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2018-2019 WI Digital Learning Survey Results, by District Size

DPI is pleased to present the Digital Learning data (2018-2019 school year) for K-12 schools in Wisconsin broken down by district size! DPI has compiled the survey responses of 420 Wisconsin school districts, which represent over 94% of all districts in the state. School district participation was voluntary and greatly appreciated!
 
On this page, you will find 14 charts that represent a cross-section of the 50 questions included in the Digital Learning Survey. The charts are inclusive of all five gears of the Wisconsin Digital Learning Plan and include a brief explanation of the data shown. For the complete set of data by district size, please scroll to the bottom of the page to find the PDF link.
 
Hover over the chart to view the exact numbers of each data subset. 
 

Gear 1: Instruction, Learning, and Assessment

The Wisconsin Digital Learning Plan is about teaching and learning in the digital environment in which citizens now live and work. It is not about devices, software, apps, or the latest tools. It is about thoughtful planning, preparation, and analysis of student outcomes, professional learning, culture, and leadership.

The above chart shows that on average, the majority of curricular materials in districts is still in print form but is shifting to include more digital materials.


The above chart shows most districts use a variety of formats to provide online learning.


The above chart shows more than 50% of Districts with more than 500 students have Computer Science included in their programs of study.


The above chart shows most districts, no matter the size, are planning to use or are already using the Wisconsin Standards for Information and Technology Literacy in their district curricular planning.

Gear 2: Technology and Hardware

The emphasis of this section of the Plan is on the deployment of the systems critical to the success of all efforts toward student achievement. Those systems include student devices, digital content, networking hardware and software, bandwidth, service provider contracts, leadership, and technical training and support.

The above chart shows four out of five Wisconsin districts have ubiquitous wireless environments in all or almost all of their buildings.


The chart above shows how many districts have assigned a mobile device to all of the students in at least one grade within the given grade band.


The chart above shows many districts, no matter the size, have large numbers of students that cannot access the Internet at home.


The above chart shows the majority of districts, no matter the size, have less than 10% of students checking out mobile hotspots.

Gear 3: Empowering and Innovative Leadership

Innovative leadership has the opportunity to inspire change, support risk-taking and communicate expectations of use through curriculum, goals, and outcomes for all learners.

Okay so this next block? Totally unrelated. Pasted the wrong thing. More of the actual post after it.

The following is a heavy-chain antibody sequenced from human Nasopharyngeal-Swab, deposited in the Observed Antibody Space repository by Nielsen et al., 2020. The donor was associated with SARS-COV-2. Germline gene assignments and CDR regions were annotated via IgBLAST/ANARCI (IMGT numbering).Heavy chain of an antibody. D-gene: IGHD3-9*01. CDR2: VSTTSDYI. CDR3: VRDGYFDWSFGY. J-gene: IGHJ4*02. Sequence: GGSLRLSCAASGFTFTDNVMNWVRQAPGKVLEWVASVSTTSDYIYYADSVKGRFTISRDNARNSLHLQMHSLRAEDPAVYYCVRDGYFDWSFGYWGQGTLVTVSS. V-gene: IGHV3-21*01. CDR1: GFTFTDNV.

The above chart shows the larger the district, the more extensively it uses Wisconsin Digital Learning Plan.


The above chart shows the larger the district, the more extensively it uses the Future Ready Dashboard.


The above chart shows that although larger districts are more likely to have or be working on library plans, a large number of districts of all sizes do not have a current library plan.

Gear 4: Professional Learning and Building Capacity

Professional development encourages, facilitates, and often requires education professionals individually and collaboratively to create, join, and sustain professional networks both within and outside of the district, frequently leveraging the latest in social media. If districts establish flexible policies and practices that encourage and credit the personalization of professional learning for teachers, administrators and other education professionals, the result ultimately will help reduce the digital divide by fostering equitable learning opportunities focused on critical thinking, communication, collaboration, and creativity and innovation.

The above chart shows that commitment to professional learning in technology is similar across school districts of all sizes.


Professional Learning Formats for Technology or Technology Integration

 

The above chart shows all districts use a multitude of options for delivering professional learning opportunities for staff.

Gear 5: Data and Privacy

Data privacy and security are foundational elements of digital learning. A personalized, learner-centered environment uses technology to collect, analyze, and organize data to improve the effectiveness and efficiency of learning. The district ensures sound data privacy and security policies, procedures, and practices are in place at the district, school, classroom, and student levels.

The above chart shows larger districts conduct security audits more often than smaller districts do. Among smaller districts (0 - 999 students) only one in seven conduct security audits.


The above chart shows that annual data privacy and security training is similar across school districts of all sizes.

Results for all survey questions (by district size) in PDF form.

Downloadable PDF copy of this page

For questions about this information, contact Janice Mertes (608) 267-1054, Chad Kliefoth (608) 267-9289